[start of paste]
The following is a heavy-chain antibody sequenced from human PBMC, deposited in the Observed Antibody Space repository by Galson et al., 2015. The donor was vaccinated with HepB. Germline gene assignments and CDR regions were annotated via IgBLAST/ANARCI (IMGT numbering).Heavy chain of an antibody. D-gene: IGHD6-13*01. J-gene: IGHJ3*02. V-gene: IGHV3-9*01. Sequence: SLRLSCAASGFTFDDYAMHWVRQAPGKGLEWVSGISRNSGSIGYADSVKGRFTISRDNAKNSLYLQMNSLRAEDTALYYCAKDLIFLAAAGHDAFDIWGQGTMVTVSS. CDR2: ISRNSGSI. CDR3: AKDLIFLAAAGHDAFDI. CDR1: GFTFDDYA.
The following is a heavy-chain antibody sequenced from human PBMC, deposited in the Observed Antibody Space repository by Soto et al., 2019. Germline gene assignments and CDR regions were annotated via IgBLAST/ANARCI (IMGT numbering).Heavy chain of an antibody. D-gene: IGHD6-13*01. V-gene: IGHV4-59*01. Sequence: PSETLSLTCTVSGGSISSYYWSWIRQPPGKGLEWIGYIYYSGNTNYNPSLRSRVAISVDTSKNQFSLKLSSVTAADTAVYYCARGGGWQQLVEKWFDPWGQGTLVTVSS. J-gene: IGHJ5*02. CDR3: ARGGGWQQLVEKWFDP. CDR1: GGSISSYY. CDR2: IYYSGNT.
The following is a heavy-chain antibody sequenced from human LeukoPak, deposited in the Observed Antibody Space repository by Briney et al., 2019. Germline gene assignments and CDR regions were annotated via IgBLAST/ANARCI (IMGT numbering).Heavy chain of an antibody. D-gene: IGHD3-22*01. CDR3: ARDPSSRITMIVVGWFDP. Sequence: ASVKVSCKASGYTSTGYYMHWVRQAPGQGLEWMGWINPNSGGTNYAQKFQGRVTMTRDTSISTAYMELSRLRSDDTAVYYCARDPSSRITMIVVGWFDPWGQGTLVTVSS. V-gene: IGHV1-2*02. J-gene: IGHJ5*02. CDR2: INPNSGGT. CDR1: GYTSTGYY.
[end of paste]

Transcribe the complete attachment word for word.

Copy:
The following is a heavy-chain antibody sequenced from human PBMC, deposited in the Observed Antibody Space repository by Galson et al., 2015. The donor was vaccinated with HepB. Germline gene assignments and CDR regions were annotated via IgBLAST/ANARCI (IMGT numbering).Heavy chain of an antibody. D-gene: IGHD6-13*01. J-gene: IGHJ3*02. V-gene: IGHV3-9*01. Sequence: SLRLSCAASGFTFDDYAMHWVRQAPGKGLEWVSGISRNSGSIGYADSVKGRFTISRDNAKNSLYLQMNSLRAEDTALYYCAKDLIFLAAAGHDAFDIWGQGTMVTVSS. CDR2: ISRNSGSI. CDR3: AKDLIFLAAAGHDAFDI. CDR1: GFTFDDYA.
The following is a heavy-chain antibody sequenced from human PBMC, deposited in the Observed Antibody Space repository by Soto et al., 2019. Germline gene assignments and CDR regions were annotated via IgBLAST/ANARCI (IMGT numbering).Heavy chain of an antibody. D-gene: IGHD6-13*01. V-gene: IGHV4-59*01. Sequence: PSETLSLTCTVSGGSISSYYWSWIRQPPGKGLEWIGYIYYSGNTNYNPSLRSRVAISVDTSKNQFSLKLSSVTAADTAVYYCARGGGWQQLVEKWFDPWGQGTLVTVSS. J-gene: IGHJ5*02. CDR3: ARGGGWQQLVEKWFDP. CDR1: GGSISSYY. CDR2: IYYSGNT.
The following is a heavy-chain antibody sequenced from human LeukoPak, deposited in the Observed Antibody Space repository by Briney et al., 2019. Germline gene assignments and CDR regions were annotated via IgBLAST/ANARCI (IMGT numbering).Heavy chain of an antibody. D-gene: IGHD3-22*01. CDR3: ARDPSSRITMIVVGWFDP. Sequence: ASVKVSCKASGYTSTGYYMHWVRQAPGQGLEWMGWINPNSGGTNYAQKFQGRVTMTRDTSISTAYMELSRLRSDDTAVYYCARDPSSRITMIVVGWFDPWGQGTLVTVSS. V-gene: IGHV1-2*02. J-gene: IGHJ5*02. CDR2: INPNSGGT. CDR1: GYTSTGYY.